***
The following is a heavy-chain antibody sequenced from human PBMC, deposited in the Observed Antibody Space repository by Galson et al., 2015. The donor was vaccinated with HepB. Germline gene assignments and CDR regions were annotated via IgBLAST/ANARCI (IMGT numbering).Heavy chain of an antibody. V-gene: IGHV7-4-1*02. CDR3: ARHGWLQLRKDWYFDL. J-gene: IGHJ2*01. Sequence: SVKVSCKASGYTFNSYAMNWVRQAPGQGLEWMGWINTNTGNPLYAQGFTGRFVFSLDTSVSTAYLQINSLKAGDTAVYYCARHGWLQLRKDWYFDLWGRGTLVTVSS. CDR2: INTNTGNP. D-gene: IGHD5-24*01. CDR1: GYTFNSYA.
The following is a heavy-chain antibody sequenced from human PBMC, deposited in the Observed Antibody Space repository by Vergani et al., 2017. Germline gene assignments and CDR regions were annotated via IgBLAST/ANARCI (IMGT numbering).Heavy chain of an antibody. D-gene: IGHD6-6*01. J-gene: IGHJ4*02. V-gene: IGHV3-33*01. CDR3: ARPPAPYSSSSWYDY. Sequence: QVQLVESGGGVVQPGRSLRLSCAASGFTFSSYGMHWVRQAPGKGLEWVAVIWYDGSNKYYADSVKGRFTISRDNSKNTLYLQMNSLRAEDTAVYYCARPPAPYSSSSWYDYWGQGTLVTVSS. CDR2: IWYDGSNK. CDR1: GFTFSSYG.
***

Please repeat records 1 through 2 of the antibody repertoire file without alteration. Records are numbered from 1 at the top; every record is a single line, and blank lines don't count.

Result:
The following is a heavy-chain antibody sequenced from human PBMC, deposited in the Observed Antibody Space repository by Galson et al., 2015. The donor was vaccinated with HepB. Germline gene assignments and CDR regions were annotated via IgBLAST/ANARCI (IMGT numbering).Heavy chain of an antibody. V-gene: IGHV7-4-1*02. CDR3: ARHGWLQLRKDWYFDL. J-gene: IGHJ2*01. Sequence: SVKVSCKASGYTFNSYAMNWVRQAPGQGLEWMGWINTNTGNPLYAQGFTGRFVFSLDTSVSTAYLQINSLKAGDTAVYYCARHGWLQLRKDWYFDLWGRGTLVTVSS. CDR2: INTNTGNP. D-gene: IGHD5-24*01. CDR1: GYTFNSYA.
The following is a heavy-chain antibody sequenced from human PBMC, deposited in the Observed Antibody Space repository by Vergani et al., 2017. Germline gene assignments and CDR regions were annotated via IgBLAST/ANARCI (IMGT numbering).Heavy chain of an antibody. D-gene: IGHD6-6*01. J-gene: IGHJ4*02. V-gene: IGHV3-33*01. CDR3: ARPPAPYSSSSWYDY. Sequence: QVQLVESGGGVVQPGRSLRLSCAASGFTFSSYGMHWVRQAPGKGLEWVAVIWYDGSNKYYADSVKGRFTISRDNSKNTLYLQMNSLRAEDTAVYYCARPPAPYSSSSWYDYWGQGTLVTVSS. CDR2: IWYDGSNK. CDR1: GFTFSSYG.